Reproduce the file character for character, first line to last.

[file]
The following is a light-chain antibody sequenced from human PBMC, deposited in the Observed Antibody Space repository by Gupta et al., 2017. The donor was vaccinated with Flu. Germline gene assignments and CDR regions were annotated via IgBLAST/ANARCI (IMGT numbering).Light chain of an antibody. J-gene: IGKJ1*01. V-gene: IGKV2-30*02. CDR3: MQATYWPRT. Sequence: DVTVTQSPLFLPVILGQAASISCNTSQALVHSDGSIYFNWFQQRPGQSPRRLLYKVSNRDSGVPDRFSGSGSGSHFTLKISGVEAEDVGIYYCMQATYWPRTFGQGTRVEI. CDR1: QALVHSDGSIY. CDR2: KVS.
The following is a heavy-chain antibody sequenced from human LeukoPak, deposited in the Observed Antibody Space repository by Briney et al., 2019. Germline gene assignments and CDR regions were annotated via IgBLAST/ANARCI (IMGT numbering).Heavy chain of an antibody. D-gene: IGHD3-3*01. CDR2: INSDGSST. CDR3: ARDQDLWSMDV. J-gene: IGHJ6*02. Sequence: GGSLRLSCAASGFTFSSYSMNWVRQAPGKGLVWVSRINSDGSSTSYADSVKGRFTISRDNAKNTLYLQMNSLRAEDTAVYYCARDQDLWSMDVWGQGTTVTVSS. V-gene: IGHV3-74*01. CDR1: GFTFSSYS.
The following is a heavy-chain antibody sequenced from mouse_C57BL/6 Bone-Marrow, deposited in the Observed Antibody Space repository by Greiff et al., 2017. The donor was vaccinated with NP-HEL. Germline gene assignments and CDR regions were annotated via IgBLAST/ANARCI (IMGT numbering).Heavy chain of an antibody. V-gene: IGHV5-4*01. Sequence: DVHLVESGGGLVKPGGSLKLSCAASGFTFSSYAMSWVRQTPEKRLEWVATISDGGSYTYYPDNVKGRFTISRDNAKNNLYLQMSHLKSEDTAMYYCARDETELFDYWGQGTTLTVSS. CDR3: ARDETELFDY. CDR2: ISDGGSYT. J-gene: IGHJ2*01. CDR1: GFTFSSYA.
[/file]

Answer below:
The following is a light-chain antibody sequenced from human PBMC, deposited in the Observed Antibody Space repository by Gupta et al., 2017. The donor was vaccinated with Flu. Germline gene assignments and CDR regions were annotated via IgBLAST/ANARCI (IMGT numbering).Light chain of an antibody. J-gene: IGKJ1*01. V-gene: IGKV2-30*02. CDR3: MQATYWPRT. Sequence: DVTVTQSPLFLPVILGQAASISCNTSQALVHSDGSIYFNWFQQRPGQSPRRLLYKVSNRDSGVPDRFSGSGSGSHFTLKISGVEAEDVGIYYCMQATYWPRTFGQGTRVEI. CDR1: QALVHSDGSIY. CDR2: KVS.
The following is a heavy-chain antibody sequenced from human LeukoPak, deposited in the Observed Antibody Space repository by Briney et al., 2019. Germline gene assignments and CDR regions were annotated via IgBLAST/ANARCI (IMGT numbering).Heavy chain of an antibody. D-gene: IGHD3-3*01. CDR2: INSDGSST. CDR3: ARDQDLWSMDV. J-gene: IGHJ6*02. Sequence: GGSLRLSCAASGFTFSSYSMNWVRQAPGKGLVWVSRINSDGSSTSYADSVKGRFTISRDNAKNTLYLQMNSLRAEDTAVYYCARDQDLWSMDVWGQGTTVTVSS. V-gene: IGHV3-74*01. CDR1: GFTFSSYS.
The following is a heavy-chain antibody sequenced from mouse_C57BL/6 Bone-Marrow, deposited in the Observed Antibody Space repository by Greiff et al., 2017. The donor was vaccinated with NP-HEL. Germline gene assignments and CDR regions were annotated via IgBLAST/ANARCI (IMGT numbering).Heavy chain of an antibody. V-gene: IGHV5-4*01. Sequence: DVHLVESGGGLVKPGGSLKLSCAASGFTFSSYAMSWVRQTPEKRLEWVATISDGGSYTYYPDNVKGRFTISRDNAKNNLYLQMSHLKSEDTAMYYCARDETELFDYWGQGTTLTVSS. CDR3: ARDETELFDY. CDR2: ISDGGSYT. J-gene: IGHJ2*01. CDR1: GFTFSSYA.